Anyway, back to the run with Clive. I could keep up (though I daresay I wouldn't have done, if Clive had put his foot down!), apart from the hills where he's much faster. All these photos are geotagged, so you can see where they were taken on the map if you click them (which takes you into Picasa).

We ran along the ridge from Shining Tor to Cats Tor, then turned right at Pym Chair and down a welcome descent, over Errwood Reservoir and up an old dismantled Railway route.

This is Clive.

Then down the and very sharply up the Wild Moor valley, picture below, looking back from where we came.

Then onto then onto Goyt's Moss and Berry Clough. The route was punctuated by some sharp climbs and sweeping descents, and plenty of Heather to wade through. I didn't realise how much ascent until I check back home. We covered 10.5 miles and 2400ft of ascent in just over 2 hours.

So, over 30 miles covered in just a couple of runs this week, which is good training for the mountain marathon events I am doing soon (Rab and OMM). I am off to the Lake district this weekend coming, to practice for the Rab using the competition map from last year. I am looking forward to it. In some ways I hope the weather in nice. In others I hope it isn't, to give me more practice at navigating in miserable, challenging conditions.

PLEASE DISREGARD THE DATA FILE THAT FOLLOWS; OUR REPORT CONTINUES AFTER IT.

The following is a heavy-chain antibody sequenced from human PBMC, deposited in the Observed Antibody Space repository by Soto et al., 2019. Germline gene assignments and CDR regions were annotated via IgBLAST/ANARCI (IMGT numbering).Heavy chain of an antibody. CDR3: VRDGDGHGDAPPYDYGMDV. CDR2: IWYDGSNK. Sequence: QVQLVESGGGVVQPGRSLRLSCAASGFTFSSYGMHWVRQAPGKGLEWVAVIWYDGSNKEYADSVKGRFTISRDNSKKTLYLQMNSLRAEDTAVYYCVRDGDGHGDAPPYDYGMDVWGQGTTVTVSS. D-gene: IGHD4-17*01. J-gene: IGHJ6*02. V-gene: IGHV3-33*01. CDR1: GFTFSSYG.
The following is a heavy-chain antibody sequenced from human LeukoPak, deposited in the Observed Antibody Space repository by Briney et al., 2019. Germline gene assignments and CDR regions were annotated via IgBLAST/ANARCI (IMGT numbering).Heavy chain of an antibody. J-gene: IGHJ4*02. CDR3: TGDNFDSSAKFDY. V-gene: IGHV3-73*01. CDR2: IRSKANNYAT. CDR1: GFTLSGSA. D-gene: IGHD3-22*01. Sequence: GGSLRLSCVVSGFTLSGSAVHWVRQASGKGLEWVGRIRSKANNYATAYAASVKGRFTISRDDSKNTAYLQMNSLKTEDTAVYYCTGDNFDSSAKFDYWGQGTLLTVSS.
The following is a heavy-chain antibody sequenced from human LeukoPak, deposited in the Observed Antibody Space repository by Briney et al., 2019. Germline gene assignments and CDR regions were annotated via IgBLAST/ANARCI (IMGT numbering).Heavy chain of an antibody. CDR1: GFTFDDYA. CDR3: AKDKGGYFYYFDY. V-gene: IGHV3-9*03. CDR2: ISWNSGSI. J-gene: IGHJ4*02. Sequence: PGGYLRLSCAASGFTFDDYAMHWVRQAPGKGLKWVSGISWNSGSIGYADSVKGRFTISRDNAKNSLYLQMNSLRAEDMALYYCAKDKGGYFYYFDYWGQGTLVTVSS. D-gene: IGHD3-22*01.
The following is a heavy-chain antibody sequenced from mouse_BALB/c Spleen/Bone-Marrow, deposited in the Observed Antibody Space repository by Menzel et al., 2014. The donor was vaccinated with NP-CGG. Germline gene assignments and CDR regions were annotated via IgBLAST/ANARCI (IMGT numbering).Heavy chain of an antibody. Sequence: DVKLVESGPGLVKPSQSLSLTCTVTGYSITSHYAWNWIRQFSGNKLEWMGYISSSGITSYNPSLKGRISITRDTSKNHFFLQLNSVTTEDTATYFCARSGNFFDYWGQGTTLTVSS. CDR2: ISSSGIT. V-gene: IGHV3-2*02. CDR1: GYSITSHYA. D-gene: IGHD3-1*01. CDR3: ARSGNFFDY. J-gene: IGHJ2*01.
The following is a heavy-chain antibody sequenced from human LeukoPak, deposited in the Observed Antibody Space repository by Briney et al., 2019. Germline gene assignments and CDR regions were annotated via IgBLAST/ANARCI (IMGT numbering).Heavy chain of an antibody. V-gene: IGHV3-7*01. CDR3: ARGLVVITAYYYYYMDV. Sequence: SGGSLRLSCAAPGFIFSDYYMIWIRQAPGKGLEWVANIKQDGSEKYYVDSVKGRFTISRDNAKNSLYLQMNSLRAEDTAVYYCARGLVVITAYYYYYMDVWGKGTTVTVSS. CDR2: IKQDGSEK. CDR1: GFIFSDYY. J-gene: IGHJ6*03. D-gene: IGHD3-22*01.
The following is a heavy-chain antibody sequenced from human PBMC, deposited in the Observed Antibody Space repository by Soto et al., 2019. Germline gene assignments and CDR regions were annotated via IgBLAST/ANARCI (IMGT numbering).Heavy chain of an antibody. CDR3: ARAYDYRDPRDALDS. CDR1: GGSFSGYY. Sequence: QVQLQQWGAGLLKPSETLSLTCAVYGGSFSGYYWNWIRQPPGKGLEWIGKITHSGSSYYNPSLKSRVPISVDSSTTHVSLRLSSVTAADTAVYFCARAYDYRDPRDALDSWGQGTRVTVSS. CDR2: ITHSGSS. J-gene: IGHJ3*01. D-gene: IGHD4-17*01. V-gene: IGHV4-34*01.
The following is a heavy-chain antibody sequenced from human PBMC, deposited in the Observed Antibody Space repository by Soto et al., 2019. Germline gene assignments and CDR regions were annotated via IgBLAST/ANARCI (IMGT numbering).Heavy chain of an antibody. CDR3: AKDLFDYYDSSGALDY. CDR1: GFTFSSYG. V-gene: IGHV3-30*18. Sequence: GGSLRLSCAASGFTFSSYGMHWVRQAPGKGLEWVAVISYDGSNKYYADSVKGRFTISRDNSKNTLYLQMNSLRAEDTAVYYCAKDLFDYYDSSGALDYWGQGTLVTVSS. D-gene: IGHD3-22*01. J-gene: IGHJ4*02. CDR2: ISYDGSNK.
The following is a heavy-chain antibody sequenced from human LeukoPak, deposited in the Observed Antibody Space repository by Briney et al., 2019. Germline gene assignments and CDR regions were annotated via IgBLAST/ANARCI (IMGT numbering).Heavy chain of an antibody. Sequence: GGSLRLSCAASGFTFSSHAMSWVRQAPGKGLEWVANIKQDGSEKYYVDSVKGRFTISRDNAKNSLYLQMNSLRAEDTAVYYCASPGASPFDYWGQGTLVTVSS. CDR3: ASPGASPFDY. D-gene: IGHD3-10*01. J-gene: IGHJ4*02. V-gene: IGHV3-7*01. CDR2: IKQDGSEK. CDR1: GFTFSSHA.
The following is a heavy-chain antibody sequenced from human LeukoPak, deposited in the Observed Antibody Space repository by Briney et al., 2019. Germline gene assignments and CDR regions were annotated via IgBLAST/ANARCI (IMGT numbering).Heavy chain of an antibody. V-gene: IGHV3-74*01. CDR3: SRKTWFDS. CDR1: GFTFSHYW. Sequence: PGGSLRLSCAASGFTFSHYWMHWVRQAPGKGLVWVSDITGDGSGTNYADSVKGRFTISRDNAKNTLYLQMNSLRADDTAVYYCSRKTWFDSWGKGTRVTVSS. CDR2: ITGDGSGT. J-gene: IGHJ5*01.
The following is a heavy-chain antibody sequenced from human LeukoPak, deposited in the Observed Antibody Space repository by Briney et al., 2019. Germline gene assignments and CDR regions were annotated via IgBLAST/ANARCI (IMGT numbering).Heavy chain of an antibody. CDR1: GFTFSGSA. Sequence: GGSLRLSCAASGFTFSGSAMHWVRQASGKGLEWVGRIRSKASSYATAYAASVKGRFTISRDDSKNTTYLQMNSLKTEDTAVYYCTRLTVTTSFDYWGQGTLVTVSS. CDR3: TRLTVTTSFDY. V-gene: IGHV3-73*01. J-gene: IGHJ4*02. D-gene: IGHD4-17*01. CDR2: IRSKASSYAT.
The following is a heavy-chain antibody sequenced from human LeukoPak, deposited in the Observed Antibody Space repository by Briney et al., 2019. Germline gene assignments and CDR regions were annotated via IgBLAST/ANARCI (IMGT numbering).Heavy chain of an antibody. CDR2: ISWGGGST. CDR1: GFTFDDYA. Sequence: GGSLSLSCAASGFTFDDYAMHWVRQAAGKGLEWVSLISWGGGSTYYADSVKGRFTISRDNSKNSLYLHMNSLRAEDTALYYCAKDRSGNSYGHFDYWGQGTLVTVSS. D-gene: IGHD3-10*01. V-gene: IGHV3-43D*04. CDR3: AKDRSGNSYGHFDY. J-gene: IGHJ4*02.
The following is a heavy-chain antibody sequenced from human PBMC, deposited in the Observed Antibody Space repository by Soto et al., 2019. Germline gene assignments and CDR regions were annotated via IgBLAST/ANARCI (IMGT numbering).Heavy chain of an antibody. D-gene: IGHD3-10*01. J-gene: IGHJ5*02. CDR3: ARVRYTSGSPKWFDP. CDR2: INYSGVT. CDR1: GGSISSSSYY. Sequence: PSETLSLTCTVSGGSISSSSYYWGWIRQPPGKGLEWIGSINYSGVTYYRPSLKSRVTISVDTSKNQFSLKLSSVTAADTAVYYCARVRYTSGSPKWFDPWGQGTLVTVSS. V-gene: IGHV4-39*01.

Have a good week!

Wednesday 19 August 2009

Return to Rhayader

Last weekend saw me return to Rhayader, in the Elan Valley in Wales. For the last two years I took part in the Rhayader Mountain Trail, a 30 mile event. The first year I took part I was really caught out, never having tackled an event on such tough terrain, and was poorly prepared mentally, for what to expect. You can read about that experience here. Last year I went back to face the demons! I knew what to expect, and though it was tough, I took it all in my stride and finished in 7.5 hours. The weather was wet, bleak and miserable on both occasions. There was low cloud, marsh, peat bog and "babies heads" (the industry standard term for ankle-breaking tussocky grass). This is all perfectly normal for Rhayader, in summer.

This years Rhayader Mountain Trail was to be held in July, a month earlier than normal. It was cancelled 4 or 5 weeks before the event due to low numbers. I thought cancelling an LDWA event a month before was a little premature. I rarely enter an LDWA 2 or 3 weeks in advance?